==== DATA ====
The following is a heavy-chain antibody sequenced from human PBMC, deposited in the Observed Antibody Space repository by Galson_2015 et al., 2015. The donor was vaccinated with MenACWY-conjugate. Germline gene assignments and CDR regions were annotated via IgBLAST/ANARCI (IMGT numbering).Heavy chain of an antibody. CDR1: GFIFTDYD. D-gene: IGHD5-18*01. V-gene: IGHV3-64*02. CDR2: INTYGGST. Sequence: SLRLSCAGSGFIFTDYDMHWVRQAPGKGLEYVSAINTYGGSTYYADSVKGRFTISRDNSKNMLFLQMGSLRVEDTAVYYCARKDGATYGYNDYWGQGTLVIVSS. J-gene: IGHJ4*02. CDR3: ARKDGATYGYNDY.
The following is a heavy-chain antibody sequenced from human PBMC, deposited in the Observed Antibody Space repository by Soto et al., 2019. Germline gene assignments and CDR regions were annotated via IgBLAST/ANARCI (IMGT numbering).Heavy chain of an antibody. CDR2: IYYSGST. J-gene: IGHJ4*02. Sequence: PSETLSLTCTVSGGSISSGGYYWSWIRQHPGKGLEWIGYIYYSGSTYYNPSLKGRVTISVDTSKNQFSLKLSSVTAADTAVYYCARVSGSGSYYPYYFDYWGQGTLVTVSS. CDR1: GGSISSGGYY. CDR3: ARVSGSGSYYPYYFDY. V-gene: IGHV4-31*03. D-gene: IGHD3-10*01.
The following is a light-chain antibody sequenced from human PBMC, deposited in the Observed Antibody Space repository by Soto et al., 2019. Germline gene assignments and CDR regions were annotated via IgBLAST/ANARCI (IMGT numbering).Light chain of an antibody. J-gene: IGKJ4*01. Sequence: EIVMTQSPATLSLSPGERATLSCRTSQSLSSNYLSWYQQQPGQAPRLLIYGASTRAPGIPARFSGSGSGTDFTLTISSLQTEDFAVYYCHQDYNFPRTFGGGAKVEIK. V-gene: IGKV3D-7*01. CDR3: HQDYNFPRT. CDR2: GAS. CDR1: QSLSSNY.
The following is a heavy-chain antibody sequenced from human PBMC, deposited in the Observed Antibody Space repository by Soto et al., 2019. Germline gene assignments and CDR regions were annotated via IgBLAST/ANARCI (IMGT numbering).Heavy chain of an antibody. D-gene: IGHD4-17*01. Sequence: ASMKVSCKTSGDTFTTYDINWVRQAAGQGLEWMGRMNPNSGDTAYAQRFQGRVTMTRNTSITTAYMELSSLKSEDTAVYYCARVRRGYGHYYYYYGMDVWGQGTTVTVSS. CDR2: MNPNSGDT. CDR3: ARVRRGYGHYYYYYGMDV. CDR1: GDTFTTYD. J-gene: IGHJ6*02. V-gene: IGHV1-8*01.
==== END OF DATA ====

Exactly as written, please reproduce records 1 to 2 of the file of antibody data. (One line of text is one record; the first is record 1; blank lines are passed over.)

The following is a heavy-chain antibody sequenced from human PBMC, deposited in the Observed Antibody Space repository by Galson_2015 et al., 2015. The donor was vaccinated with MenACWY-conjugate. Germline gene assignments and CDR regions were annotated via IgBLAST/ANARCI (IMGT numbering).Heavy chain of an antibody. CDR1: GFIFTDYD. D-gene: IGHD5-18*01. V-gene: IGHV3-64*02. CDR2: INTYGGST. Sequence: SLRLSCAGSGFIFTDYDMHWVRQAPGKGLEYVSAINTYGGSTYYADSVKGRFTISRDNSKNMLFLQMGSLRVEDTAVYYCARKDGATYGYNDYWGQGTLVIVSS. J-gene: IGHJ4*02. CDR3: ARKDGATYGYNDY.
The following is a heavy-chain antibody sequenced from human PBMC, deposited in the Observed Antibody Space repository by Soto et al., 2019. Germline gene assignments and CDR regions were annotated via IgBLAST/ANARCI (IMGT numbering).Heavy chain of an antibody. CDR2: IYYSGST. J-gene: IGHJ4*02. Sequence: PSETLSLTCTVSGGSISSGGYYWSWIRQHPGKGLEWIGYIYYSGSTYYNPSLKGRVTISVDTSKNQFSLKLSSVTAADTAVYYCARVSGSGSYYPYYFDYWGQGTLVTVSS. CDR1: GGSISSGGYY. CDR3: ARVSGSGSYYPYYFDY. V-gene: IGHV4-31*03. D-gene: IGHD3-10*01.